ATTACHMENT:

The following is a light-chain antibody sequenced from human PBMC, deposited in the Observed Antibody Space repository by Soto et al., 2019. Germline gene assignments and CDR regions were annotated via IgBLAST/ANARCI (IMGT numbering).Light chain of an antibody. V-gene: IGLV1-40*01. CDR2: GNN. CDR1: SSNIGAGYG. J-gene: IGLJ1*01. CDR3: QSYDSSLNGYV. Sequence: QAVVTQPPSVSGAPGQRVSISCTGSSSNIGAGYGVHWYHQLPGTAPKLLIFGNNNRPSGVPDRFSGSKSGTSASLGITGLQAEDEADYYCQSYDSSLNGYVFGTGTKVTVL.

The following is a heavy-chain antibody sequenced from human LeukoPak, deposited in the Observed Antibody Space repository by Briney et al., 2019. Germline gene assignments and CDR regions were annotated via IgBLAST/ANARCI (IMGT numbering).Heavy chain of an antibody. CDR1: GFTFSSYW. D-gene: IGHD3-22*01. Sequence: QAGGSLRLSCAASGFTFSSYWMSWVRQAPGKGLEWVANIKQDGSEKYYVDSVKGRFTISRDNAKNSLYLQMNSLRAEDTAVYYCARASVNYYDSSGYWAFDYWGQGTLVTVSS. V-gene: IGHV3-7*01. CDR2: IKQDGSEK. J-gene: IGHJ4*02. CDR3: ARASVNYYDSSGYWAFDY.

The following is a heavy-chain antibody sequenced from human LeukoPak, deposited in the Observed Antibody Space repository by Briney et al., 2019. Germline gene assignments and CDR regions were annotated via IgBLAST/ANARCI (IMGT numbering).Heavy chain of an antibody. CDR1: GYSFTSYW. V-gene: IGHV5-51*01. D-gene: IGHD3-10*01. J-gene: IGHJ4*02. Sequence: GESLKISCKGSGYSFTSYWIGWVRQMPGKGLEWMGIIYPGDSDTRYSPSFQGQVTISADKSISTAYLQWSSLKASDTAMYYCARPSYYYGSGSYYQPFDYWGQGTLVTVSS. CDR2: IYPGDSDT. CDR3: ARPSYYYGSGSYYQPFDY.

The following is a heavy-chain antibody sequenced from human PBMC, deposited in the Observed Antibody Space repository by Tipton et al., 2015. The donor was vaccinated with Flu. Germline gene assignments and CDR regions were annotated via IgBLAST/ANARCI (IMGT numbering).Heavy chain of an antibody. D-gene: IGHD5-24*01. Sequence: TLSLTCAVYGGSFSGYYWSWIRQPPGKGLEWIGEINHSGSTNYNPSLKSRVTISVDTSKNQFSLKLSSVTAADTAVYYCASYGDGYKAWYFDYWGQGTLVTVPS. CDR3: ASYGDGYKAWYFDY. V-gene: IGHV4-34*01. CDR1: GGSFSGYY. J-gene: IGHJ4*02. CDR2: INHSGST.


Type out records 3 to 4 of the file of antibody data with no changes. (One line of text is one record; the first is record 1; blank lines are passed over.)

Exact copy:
The following is a heavy-chain antibody sequenced from human LeukoPak, deposited in the Observed Antibody Space repository by Briney et al., 2019. Germline gene assignments and CDR regions were annotated via IgBLAST/ANARCI (IMGT numbering).Heavy chain of an antibody. CDR1: GYSFTSYW. V-gene: IGHV5-51*01. D-gene: IGHD3-10*01. J-gene: IGHJ4*02. Sequence: GESLKISCKGSGYSFTSYWIGWVRQMPGKGLEWMGIIYPGDSDTRYSPSFQGQVTISADKSISTAYLQWSSLKASDTAMYYCARPSYYYGSGSYYQPFDYWGQGTLVTVSS. CDR2: IYPGDSDT. CDR3: ARPSYYYGSGSYYQPFDY.

The following is a heavy-chain antibody sequenced from human PBMC, deposited in the Observed Antibody Space repository by Tipton et al., 2015. The donor was vaccinated with Flu. Germline gene assignments and CDR regions were annotated via IgBLAST/ANARCI (IMGT numbering).Heavy chain of an antibody. D-gene: IGHD5-24*01. Sequence: TLSLTCAVYGGSFSGYYWSWIRQPPGKGLEWIGEINHSGSTNYNPSLKSRVTISVDTSKNQFSLKLSSVTAADTAVYYCASYGDGYKAWYFDYWGQGTLVTVPS. CDR3: ASYGDGYKAWYFDY. V-gene: IGHV4-34*01. CDR1: GGSFSGYY. J-gene: IGHJ4*02. CDR2: INHSGST.